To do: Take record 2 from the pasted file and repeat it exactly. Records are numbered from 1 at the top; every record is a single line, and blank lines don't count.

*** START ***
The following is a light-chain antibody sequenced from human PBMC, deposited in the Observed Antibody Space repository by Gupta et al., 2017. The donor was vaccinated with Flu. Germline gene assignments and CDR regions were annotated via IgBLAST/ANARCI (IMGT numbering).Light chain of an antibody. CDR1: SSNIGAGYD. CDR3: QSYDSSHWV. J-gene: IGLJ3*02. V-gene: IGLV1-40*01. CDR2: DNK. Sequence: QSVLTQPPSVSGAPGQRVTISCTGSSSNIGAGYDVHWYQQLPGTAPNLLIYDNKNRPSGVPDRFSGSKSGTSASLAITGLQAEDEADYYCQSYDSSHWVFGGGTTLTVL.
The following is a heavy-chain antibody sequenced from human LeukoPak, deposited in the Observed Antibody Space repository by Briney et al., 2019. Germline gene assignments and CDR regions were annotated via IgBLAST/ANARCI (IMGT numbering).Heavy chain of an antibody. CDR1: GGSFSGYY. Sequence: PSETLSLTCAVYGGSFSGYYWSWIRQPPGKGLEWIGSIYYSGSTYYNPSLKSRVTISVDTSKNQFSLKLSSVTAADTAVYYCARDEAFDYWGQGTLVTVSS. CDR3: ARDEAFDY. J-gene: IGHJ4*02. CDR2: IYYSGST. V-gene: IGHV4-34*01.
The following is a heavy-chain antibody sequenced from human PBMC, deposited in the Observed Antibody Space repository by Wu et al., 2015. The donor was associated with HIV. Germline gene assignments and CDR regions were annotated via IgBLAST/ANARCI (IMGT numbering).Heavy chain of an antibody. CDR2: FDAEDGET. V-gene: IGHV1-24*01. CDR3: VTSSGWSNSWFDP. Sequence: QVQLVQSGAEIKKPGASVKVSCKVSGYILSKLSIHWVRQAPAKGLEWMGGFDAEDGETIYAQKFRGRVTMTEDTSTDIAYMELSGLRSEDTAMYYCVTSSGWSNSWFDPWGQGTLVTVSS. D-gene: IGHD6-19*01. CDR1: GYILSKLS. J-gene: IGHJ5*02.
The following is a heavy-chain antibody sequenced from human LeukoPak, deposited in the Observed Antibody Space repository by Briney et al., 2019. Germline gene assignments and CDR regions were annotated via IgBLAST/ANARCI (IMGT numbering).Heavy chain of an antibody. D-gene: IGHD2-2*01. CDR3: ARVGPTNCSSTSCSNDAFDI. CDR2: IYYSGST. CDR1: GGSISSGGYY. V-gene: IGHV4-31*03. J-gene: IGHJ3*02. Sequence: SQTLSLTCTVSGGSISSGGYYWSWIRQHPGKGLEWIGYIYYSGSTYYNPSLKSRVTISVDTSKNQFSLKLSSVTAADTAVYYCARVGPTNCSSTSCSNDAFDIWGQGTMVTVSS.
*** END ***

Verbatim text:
The following is a heavy-chain antibody sequenced from human LeukoPak, deposited in the Observed Antibody Space repository by Briney et al., 2019. Germline gene assignments and CDR regions were annotated via IgBLAST/ANARCI (IMGT numbering).Heavy chain of an antibody. CDR1: GGSFSGYY. Sequence: PSETLSLTCAVYGGSFSGYYWSWIRQPPGKGLEWIGSIYYSGSTYYNPSLKSRVTISVDTSKNQFSLKLSSVTAADTAVYYCARDEAFDYWGQGTLVTVSS. CDR3: ARDEAFDY. J-gene: IGHJ4*02. CDR2: IYYSGST. V-gene: IGHV4-34*01.